Our synagogue does not allow photography, videography, or tape recording during any service. My parents solved the problem by tape recording my rehearsal the Wednesday night before my bat mitzvah. They did the same for my younger brother. Danielle 800 members
[Congregation] has had the same type of unobtrusive videography for a number of years, but no other photography or videography has been allowed during services. Two months ago, the Worship Committee liberalized the photo and video policy to allow photo and video at non-congregational services such as weddings. Such selective liberalization should make an underutilized facility more marketable. Edward 425 members
In our synagogue, we have a built in video camera that families may request be used for their bar/bat mitzvah service. Flash photography is not allowed during a service, but pictures may be taken before or after the service. However, the families my also hire their own video/photographer, but he/she stands outside the synagogue and tapes or shoots pictures (without flash) through the glass windows which we have on the doors into the sanctuary. The microphone can be placed within the sanctuary.
I have seen guests and unknowing individuals take a flash picture during a service. One of our members/staff usually goes up to this individual and explains to them that this is not allowed.
Ellen 1300 members
Our congregation of 50 member units meets in a 2000 square foot storefront, so "hiding" a video camera isn't an option. Our policy allows a single video camera to be set up, on a tripod, in a set location which is as unobtrusive as possible while still permitting the bimah area to be filmed. The camera is not to be fussed with unnecessarily during the service (sometimes the service runs longer than expected and another tape needs to be put in) and the person operating the camera is also expected to remain in one place. Hand-held video recorders are not allowed at all. Photographs may be taken at will prior to or after the service, with the latter being the stated preference. No photographs - even those requiring no flash - may be taken during the service. Carol 50 members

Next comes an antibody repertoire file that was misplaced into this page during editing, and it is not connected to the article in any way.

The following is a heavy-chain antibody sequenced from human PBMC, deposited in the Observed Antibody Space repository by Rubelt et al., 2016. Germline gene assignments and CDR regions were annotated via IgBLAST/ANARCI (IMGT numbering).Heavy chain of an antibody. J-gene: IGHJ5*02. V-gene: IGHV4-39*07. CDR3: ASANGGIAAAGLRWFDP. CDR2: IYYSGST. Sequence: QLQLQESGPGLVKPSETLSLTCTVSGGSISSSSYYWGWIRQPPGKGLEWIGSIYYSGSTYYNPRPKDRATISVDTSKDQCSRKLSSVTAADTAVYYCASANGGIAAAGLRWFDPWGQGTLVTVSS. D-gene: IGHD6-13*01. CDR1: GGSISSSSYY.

At our synagogue, we do not permit photography or videography in the sanctuary during Shabbat services. Bimah shots are permitted on Shabbat morning before the service, but all photographers must pack up and leave 45 minutes before the 10:30 start of services. We have for years recorded the services on audiotape with an automatic taping system and a copy of the tape is provided to the bar/bat mitzvah family at no additional charge. This seems to work well and I have not heard much complaining from people who would like photography or videography during the service Tom 1150 members